Ryan Patterson: The final product is actually far beyond what I had hoped or expected… It’s so much more than the sum of its parts, there’s such a specific mood and vibe that spreads across the album. It’s exactly what we wanted but also much more than we could’ve imagined. There were some fun pedals and synthesizers and tape delays we would come back to throughout the process, obviously all of the studio equipment was top notch, but ultimately it was about the creativity and capability of everyone involved that makes this album, or any album, what it is in the end.

Joshua BTS: With ten years now under your belt, tours throughout the world, a multitude of releases, and a respectable amount staying power throughout the underground scene- What are your current goals or aspirations for the future of the band?

Ryan Patterson: We just want to continue to make sincere music that we feel passionate about and have people that want to hear it and support us. We’ve been around quite a while and accomplished a lot, it’s kind of unbelievable really, but we are still a relatively small band and we couldn’t do any of this without the help of the great people that are involved with the band and the hard work all of us put into it. Sometimes I think that anything Coliseum has accomplished has been by sheer force of will, refusing to give up and always pushing ourselves to move forward.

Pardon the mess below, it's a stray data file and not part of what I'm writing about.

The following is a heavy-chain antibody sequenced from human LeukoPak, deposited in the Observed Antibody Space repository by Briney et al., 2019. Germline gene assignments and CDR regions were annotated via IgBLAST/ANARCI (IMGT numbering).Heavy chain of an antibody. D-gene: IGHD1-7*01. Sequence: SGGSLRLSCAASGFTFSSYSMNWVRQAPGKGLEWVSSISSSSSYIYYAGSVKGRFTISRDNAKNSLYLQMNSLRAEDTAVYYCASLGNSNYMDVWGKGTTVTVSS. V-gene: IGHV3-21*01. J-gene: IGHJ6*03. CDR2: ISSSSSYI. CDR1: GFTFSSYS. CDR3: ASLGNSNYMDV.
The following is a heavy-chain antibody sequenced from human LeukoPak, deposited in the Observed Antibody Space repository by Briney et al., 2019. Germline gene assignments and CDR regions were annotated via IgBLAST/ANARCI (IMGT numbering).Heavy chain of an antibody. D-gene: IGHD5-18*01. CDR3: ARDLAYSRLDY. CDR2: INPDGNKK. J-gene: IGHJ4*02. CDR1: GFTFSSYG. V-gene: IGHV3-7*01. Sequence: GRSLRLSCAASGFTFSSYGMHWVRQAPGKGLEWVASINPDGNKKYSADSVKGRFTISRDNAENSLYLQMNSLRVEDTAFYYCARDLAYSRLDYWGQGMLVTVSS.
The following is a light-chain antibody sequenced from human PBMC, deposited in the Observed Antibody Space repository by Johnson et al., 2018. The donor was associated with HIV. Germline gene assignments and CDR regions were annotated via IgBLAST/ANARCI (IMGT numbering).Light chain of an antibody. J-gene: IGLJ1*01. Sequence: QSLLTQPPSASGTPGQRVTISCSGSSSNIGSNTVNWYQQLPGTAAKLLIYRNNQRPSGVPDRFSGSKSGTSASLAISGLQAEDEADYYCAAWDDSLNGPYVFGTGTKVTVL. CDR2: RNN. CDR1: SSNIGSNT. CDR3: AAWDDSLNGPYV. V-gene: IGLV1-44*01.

We have been incredibly lucky to work with great people who have believed in our band and the music we make, from Greg at Level Plane Records and Gordon at Relapse Records, on up to Jeremy and the folks at Temporary Residence now, as well as labels we’re working with for the first time like Holy Roar Records in the UK and Daymare Records in Japan.

Anyone that puts out a record for your band has to be your biggest fan because they’re investing thousands of dollars with no guarantees that they’ll ever see that money come back, and in many cases it doesn’t. Without these people and the folks who put on our shows, buy our records and shirts, come out to see us play, the bands who take us on tour or open for us… Without all those folks we would have never been able to do any of what we’ve done. It’s never been particularly easy, we’ve had a lot of setbacks and dark times along the way, as any band does. We still struggle to make things work and be able to do this, but hopefully we can continue to follow this road as long as we feel inspired to do so and as long as anyone is there to listen.

coliseum-band-02Joshua BTS: When you are not busy with Coliseum and your various side projects- What does daily life look like? Any other artistic endeavors apart from music?